US Dry Bean Council Food Aid Committee Principles
USDBC’s Food Aid Committee is charged with advocating for policies and priorities that promote the continuation of best practices for US food assistance programs. U.S. food assistance programs have traditionally relied on the use of in-kind donations for the direct distribution or monetization (barter) of U.S. commodities. The US dry bean industry has a long history of supporting and promoting the use of US dry beans in U.S. food assistance programs through the U.S. Department of Agriculture’s McGovern Dole Food For Education Program (FFE) and Food for Progress Program (FFPr), and through the US Agency for International Development’s (USAID) Food for Peace Program (FFP).
The U.S. dry bean industry is fundamentally committed to assisting vulnerable populations around the world and believes that the use of in-kind donations is by far, the most efficient and effective means of achieving that goal. USDBC understands that a fully functional food assistance program will include the complete range of feeding options; in-kind donations, cash, and the local/regional purchase of foods, each used where appropriate. USDBC does not support the elimination of in-kind food aid programs nor any reduction of the “development safebox” currently funded at $350 million.
USDBC does not support ongoing efforts to reform current food aid programming, which would fundamentally alter the way the US engages, by eliminating in-kind commodity donations. Further, USDBC believes that the USDA must remain a key player in food aid programs through McGovern Dole and Food for Progress.
USDBC believes in the following principles in light of current efforts to reform food aid:
- Changes proposed by Food Aid reform would require reopening the Farm Bill. The Agricultural Act of 2014 authorized PL 480 for 5 years assuring a minimum of $350 million for developmental food assistance, while incorporating flexibility to use up to 20% of program funds in lieu of monetized proceeds for development programs and for overseas procurement or cash transfers.
- In addition, Development Assistance funds can be used to support development activities under Title II (called “Community Development Funds” by USAID).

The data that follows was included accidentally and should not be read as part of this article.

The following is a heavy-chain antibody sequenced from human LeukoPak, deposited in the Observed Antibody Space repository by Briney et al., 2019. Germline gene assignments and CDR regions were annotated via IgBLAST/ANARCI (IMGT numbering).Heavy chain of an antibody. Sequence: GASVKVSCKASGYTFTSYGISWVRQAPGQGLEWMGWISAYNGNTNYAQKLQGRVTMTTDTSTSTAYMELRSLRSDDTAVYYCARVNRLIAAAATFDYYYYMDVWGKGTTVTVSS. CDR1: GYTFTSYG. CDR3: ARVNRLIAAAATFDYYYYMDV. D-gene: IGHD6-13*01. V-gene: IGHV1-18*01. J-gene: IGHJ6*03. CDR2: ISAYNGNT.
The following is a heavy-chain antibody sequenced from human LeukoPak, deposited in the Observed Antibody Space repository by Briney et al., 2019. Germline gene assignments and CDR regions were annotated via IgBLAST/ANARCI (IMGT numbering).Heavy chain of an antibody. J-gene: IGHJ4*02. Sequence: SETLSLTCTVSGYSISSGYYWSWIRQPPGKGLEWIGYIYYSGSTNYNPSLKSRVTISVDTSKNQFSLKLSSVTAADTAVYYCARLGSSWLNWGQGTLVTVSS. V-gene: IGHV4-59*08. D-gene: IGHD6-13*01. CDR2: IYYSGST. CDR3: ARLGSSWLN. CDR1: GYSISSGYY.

- Each time the Obama Administration and others push for additional reforms they make it sound like USAID does not have adequate flexibility to use cash for local-regional procurement and cash transfers. This is not the case – USAID has been using up to $600 million of International Disaster Account monies for LRP and cash transfers. Moreover, reducing the amount of US commodities regularly available will reduce economies of scale and program reliability will be jeopardized.
- Changing Title II to mimic International Disaster Assistance, would dilute the program’s effectiveness and set the stage for reducing funding overall for food and disaster assistance.
- Title II meets nutritional and food security needs in emergencies and in chronically food insecure areas and is constantly evolving based on lessons learned.
- Title II incorporates both bulk and value-added products. A mix of foods can be tailored to meet local needs. Fortified, blended foods are available as well for cases of moderate to severe malnutrition.
- If we somehow lose Title II development programs, we lose all of the experiential knowledge about which interventions work to reduce hunger and increase income and food supplies.
- The new Feed the Future Global Food Security Act is a step in the right direction but there are still several concerns.
- Right now it is only authorized for one year, needs to be multi year
- Needs to include a component for agriculture, nutrition, and rural development for more vulnerable populations and not just those above a certain income level or that have graduated from traditional food assistance programs.
- Must allow PVOs a lead role in determining the needs of vulnerable populations.
Beans are a favorite food of people throughout the world.
In many cultures, dry beans are a food with a custom of usage dating back thousands of years. Beans are a staple food for a majority of the world’s population and represent a primary source of protein and other important nutrients in South and Central America, Asia, the Indian sub- continent and Africa. In fact, today, beans are part of many national recipes, such as “fiejoada” in Brazil, “Bandera Dominicana” in the Dominican Republic and “Gallo Pinto” in Nicaragua and Costa Rica as well as “Samp and Beans” in Southern Africa.
But beans are not just food. In many countries, production and/or inventories of dry beans are considered to be matters of national security. Dry beans are so important that shortages or large price increases for dry beans are commonly reported in the front pages of local newspapers. Beyond being just food, dry beans are often part of the culture and fabric of a country.
Beans are nutrition powerhouses.